The striking Judiciary Staff Union of Nigeria (JUSUN) has blamed the failure of Tuesday’s reconciliatory meeting with the Federal Government’s representatives on the labor minister, Chris Ngige.
Members of the union have downed tools since April 6 in protest against the non-implementation of the financial autonomy of the judiciary.
The labour minister had, in a statement on Tuesday, said the meeting scheduled to be held with the leadership of JUSUN and other stakeholders was postponed indefinitely to afford the government time to harmonise issues arising from the union’s demand.
But a top national officer of the union, Jimoh Musa, told a source from PREMIUM TIMES on Wednesday that JUSUN representatives ”staged a walkout of the venue of the meeting” after about two hours of waiting without any communication from the minister.
“We went for the meeting. We were at the venue before 3 p.m. that was scheduled for the meeting. We were there when 3 p.m. passed, 3.30 p.m. passed, 4.30 p.m. passed, and 5 p.m. passed. We were there for about two hours, while the minister remained in his office, having one meeting after another, and did not have the courtesy of telling us what was happening.
“Our people began to get tired and angry. They started chanting solidarity songs and walked out of the venue,” Mr Musa said.
He said the permanent secretary of the meeting only tried to appeal to the union to return for the meeting after they had already stormed out of the venue.
“While that was happening, the minister too came out and said we would come back to the venue when we finished our ranting. We got angry and left,” Mr Musa added.
He said he later read and heard in the news on Tuesday that the minister claimed to be meeting with other government officials over the crisis while the union leaders were kept waiting.
Mr. Musa insisted that the minister had ”no good excuse” to keep invited attendees waiting without any communication from him, adding that other stakeholders such as the representatives of the Nigeria Bar Association (NBA), and the parliamentary workers’ union also left the venue in annoyance.
“But even if he was having a meeting, courtesy demanded that he told us that he was having a meeting and that we should wait for him. That was not a good excuse,” he said.
It was the second time the meeting was being postponed within days.
The meeting earlier scheduled to hold on April 15 was called off by Mr Ngige at the last minute, a development that made both JUSUN and NBA to hold separate protests in Abuja and other parts of the country on Monday.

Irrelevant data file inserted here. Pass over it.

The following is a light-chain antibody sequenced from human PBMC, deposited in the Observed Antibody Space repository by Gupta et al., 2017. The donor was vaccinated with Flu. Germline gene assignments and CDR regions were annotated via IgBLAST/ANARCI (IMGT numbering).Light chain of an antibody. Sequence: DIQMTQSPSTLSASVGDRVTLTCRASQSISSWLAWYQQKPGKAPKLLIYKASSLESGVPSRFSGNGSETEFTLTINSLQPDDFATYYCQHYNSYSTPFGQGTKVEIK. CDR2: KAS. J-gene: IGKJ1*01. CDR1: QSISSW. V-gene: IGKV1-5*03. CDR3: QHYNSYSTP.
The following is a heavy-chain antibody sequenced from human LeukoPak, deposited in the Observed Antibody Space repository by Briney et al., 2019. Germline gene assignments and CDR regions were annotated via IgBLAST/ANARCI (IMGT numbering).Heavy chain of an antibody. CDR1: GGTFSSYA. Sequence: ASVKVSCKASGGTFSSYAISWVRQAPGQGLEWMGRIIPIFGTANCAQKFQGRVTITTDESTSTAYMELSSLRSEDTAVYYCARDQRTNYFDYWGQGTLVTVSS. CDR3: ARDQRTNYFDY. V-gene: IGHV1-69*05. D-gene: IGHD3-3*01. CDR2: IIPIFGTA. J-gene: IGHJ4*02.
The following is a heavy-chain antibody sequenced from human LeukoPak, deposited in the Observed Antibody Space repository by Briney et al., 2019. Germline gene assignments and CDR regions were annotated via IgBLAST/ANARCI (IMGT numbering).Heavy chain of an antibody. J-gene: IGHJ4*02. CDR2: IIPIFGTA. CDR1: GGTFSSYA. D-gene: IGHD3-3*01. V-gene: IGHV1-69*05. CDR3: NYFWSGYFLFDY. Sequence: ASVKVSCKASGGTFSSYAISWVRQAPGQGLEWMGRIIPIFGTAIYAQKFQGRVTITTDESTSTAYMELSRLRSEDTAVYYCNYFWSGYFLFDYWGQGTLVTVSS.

It was then rescheduled to hold on Tuesday, but was again postponed indefinitely.
As of Wednesday, no new date has been fixed for the meeting.
Newsmen had reported how the latest postponement dashed hopes for a quick resolution of the crisis that has now grounded courts across the country for 16 days.
The development had come barely 24 hours after the chairman of the Nigeria Governors’ Forum (NGF), Kayode Fayemi, raised expectations with his assurance on Monday that the striking workers’ demand would soon be met.
Speaking with State House correspondents after a meeting with the President’s Chief of Staff, Ibrahim Gambari, and other government officials on Monday, Mr. Fayemi, who is the governor of Ekiti State, had said governors would start implementing judiciary’s financial autonomy in their various states by May end.
The governor appealed to the striking workers to return to work as the plan to meet their demand was already at the final phase.
But the striking workers told newsmen that the assurance by Mr Fayemi was not enough motivation to call off the strike.
“Since the strike started, the governors have not met with us. So how can Mr. Fayemi take a decision behind our back and ask us to go back to work, when he and his colleagues have not even met with us,” Mr. Musa said.
The union is demanding implementation of section 121(3) of the Nigerian constitution which provides that funds meant for the judiciary should be paid directly from the consolidated revenue account of the federation to the various heads of courts in the various states.
A judgment of the Federal High Court in Abuja delivered in January 2014 had affirmed the constitutional provision.
President Muhammadu Buhari, in May 2020, issued Executive Order 10 for the enforcement of the constitutional provision but the governors have kicked against it.